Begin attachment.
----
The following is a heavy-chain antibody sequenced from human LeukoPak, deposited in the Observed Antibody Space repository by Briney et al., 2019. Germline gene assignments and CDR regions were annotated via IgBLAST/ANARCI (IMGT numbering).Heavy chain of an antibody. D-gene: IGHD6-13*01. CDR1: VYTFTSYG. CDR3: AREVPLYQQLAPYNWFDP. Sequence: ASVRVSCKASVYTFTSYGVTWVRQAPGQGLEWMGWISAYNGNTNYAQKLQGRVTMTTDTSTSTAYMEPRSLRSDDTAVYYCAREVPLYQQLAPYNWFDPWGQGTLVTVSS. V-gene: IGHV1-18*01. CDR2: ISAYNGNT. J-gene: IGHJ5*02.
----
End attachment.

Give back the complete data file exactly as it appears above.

The following is a heavy-chain antibody sequenced from human LeukoPak, deposited in the Observed Antibody Space repository by Briney et al., 2019. Germline gene assignments and CDR regions were annotated via IgBLAST/ANARCI (IMGT numbering).Heavy chain of an antibody. D-gene: IGHD6-13*01. CDR1: VYTFTSYG. CDR3: AREVPLYQQLAPYNWFDP. Sequence: ASVRVSCKASVYTFTSYGVTWVRQAPGQGLEWMGWISAYNGNTNYAQKLQGRVTMTTDTSTSTAYMEPRSLRSDDTAVYYCAREVPLYQQLAPYNWFDPWGQGTLVTVSS. V-gene: IGHV1-18*01. CDR2: ISAYNGNT. J-gene: IGHJ5*02.